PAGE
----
Over the weekend, 30-year-old Ontarian Chelsea Ranger did something millions of people do every day: She sang along to a song on the car radio. Salt-N-Pepa’s “None of Your Business,” in this case.

But since her husband secretly filmed the 40-second clip and uploaded it to YouTube with the title “The cutest gangsta I know, my wife,” Ranger’s solo sing-along has been viewed a startling 3.3 million times. For perspective, that’s roughly 26 percent more people than inhabit the entire city of Toronto — where Ranger and her husband, Paulo Salomao, live.

Of course, it’s not unusual for the Internet to make celebrities of ordinary folks. (We are living in the #AlexfromTarget age.) But even by Internet standards, the virality of Ranger’s clip seems, well — undeserved. It’s just 40 seconds of a woman rapping in a car. Not even rapping a difficult song. Not even rapping particularly well! If you are a human with a smartphone, access to a motor vehicle and even semi-theatrical/performative friends, you probably have such a video yourself.

And yet, in another example of the Internet fame machine’s never-ending randomness, this particular video has been chosen for viral fame. Why?

“I think the inside view of a couple enjoying each other’s company is the main thing,” said Salomao, who’s still a little shell-shocked by the video’s success. “Maybe with so much vulgarism and people trying to gain attention online, when something true and innocent comes along, it gets the credit it deserves?”

Salomao definitely wasn’t seeking attention when he filmed his wife singing; the couple sings and goofs around a lot, he says, and they often film themselves or take photos for fun. (Incidentally, Salomao works in digital media — he’s the creative director and co-founder of the studio East End Project.) Recently, they posted two photos of their cat on reddit which racked up 60 comments. Salomao was amused enough to post this new video, too, just to see what would happen.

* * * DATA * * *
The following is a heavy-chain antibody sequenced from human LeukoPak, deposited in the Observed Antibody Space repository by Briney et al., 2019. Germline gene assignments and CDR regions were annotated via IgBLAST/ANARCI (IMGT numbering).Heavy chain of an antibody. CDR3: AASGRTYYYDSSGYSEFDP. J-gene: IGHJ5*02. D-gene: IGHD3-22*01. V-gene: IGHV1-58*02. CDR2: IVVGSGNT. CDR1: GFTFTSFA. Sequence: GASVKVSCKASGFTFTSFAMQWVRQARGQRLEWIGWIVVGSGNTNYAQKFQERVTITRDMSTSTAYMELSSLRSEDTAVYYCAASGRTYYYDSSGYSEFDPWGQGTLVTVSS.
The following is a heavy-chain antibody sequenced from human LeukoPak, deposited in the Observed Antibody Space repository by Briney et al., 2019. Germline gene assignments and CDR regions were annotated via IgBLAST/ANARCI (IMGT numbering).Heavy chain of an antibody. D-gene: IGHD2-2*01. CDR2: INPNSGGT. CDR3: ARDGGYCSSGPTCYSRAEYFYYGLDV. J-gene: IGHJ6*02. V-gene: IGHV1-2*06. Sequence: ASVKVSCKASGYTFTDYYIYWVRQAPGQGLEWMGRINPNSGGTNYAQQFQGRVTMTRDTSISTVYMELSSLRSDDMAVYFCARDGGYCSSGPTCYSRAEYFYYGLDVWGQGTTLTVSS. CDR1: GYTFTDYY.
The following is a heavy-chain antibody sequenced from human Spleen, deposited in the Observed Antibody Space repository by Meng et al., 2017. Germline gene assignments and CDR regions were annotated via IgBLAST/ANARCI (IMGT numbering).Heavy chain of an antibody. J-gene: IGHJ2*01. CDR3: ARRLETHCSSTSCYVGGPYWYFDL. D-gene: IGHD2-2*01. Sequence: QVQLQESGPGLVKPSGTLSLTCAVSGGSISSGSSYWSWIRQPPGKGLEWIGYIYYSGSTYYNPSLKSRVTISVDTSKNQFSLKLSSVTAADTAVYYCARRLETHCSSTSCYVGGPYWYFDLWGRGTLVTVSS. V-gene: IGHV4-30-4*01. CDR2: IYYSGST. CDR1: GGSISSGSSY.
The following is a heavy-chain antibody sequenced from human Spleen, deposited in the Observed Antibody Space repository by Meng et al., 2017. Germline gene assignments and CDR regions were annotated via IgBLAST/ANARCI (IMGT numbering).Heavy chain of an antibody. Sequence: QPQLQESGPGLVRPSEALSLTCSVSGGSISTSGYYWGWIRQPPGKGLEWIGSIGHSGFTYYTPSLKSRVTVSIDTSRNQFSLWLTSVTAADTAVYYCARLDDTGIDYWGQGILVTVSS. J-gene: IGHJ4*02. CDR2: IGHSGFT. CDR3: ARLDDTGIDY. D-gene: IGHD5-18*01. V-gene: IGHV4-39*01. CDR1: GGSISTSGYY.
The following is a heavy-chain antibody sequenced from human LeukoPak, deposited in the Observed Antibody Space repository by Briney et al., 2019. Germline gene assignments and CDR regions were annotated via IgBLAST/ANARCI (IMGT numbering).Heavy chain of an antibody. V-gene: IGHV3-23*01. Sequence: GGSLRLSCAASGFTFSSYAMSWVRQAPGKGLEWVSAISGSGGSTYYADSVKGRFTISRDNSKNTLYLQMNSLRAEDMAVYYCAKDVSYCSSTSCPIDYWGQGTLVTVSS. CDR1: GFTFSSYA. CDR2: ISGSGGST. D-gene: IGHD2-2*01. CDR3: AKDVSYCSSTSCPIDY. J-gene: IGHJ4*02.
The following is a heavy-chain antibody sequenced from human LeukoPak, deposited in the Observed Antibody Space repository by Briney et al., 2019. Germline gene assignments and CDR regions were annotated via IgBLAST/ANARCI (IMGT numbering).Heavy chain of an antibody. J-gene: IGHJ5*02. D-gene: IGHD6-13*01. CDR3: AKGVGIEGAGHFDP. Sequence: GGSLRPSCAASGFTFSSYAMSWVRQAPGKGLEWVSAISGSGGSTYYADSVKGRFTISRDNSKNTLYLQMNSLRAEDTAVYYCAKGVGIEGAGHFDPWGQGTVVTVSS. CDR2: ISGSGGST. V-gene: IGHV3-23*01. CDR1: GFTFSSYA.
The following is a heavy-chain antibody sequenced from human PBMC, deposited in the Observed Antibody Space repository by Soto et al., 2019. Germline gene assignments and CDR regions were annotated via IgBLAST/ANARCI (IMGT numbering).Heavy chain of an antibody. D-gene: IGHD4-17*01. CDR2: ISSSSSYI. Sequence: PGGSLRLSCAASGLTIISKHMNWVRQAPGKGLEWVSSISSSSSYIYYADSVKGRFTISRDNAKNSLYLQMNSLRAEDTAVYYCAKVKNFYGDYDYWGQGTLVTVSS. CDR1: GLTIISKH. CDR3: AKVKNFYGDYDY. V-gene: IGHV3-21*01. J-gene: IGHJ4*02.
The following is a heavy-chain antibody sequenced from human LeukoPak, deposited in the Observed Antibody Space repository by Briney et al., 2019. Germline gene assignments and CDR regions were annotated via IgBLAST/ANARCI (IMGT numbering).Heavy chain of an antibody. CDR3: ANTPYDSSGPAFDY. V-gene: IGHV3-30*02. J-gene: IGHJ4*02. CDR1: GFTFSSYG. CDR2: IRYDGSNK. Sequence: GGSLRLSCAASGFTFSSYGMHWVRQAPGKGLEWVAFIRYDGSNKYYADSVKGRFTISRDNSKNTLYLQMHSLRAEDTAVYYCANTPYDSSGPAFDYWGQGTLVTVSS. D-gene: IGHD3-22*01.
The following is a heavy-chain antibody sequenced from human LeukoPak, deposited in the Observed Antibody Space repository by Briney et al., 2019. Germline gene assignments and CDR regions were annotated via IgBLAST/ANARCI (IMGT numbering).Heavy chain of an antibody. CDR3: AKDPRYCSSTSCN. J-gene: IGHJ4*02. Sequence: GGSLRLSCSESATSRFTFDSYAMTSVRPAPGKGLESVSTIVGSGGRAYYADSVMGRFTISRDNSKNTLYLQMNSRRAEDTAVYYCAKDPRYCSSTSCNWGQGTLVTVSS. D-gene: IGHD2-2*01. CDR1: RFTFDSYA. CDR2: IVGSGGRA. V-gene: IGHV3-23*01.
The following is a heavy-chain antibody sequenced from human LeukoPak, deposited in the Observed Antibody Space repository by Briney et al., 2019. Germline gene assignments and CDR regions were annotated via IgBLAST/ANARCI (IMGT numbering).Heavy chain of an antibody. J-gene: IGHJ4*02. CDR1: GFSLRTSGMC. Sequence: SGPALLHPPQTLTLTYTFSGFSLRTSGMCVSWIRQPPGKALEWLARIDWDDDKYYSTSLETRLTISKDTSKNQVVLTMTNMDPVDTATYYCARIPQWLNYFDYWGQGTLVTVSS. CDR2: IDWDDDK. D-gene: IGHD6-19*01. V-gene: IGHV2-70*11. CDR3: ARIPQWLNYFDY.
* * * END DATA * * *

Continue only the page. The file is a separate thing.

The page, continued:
Within the span of a few hours, it had been viewed thousands of times on YouTube — and made the No. 2 spot on reddit’s highly trafficked front page.

“The whole ‘going viral’ felt a little scary — by scary I mean, not knowing what to do really or what’s happening or where it will lead,” Salomao said. “If you are like us, and don’t know anyone famous or don’t have any friends who have gotten so much attention like this, it can be quite surprising.”

Ranger, for her part, is largely unperturbed by her newfound Internet fame. (“She’s a very down to earth and gentle soul,” her husband says.) They have, however, been reading comments on the video, which are overwhelmingly appreciative. The comments have inspired them to think about making more short videos that “share positive simple moments in life.”

It’s a nice idea, but an inherently weird one — after all, it would require the couple to film private, ordinary moments for the purpose of sharing with millions. It’s no longer just Salomao and Ranger singing in the car; it’s Salomao, Ranger and an unseen Internet audience. In some ways, it’s a version of what the Economist once called “the people’s panopticon” — the tech-enabled possibility, or anxiety, that everything can be recorded and shared all the time. (“Our technology is stealing the romance of old conversations,” fretted Quentin Hardy in the New York Times, “that quaint notion that some things are best forgotten.”)

But personally, Salomao doesn’t see it. We’re already accustomed to recording everything, he says, even when we’re just around family and friends. And if sharing those recordings makes some commenter happy, he’s willing to go for it.

“I do agree with you that phones are everywhere and we can be exposing a lot online lately,” Salomao said. “But like in all things, if you find a good thing to say and can add a tad good into this world, wouldn’t you take a chance?”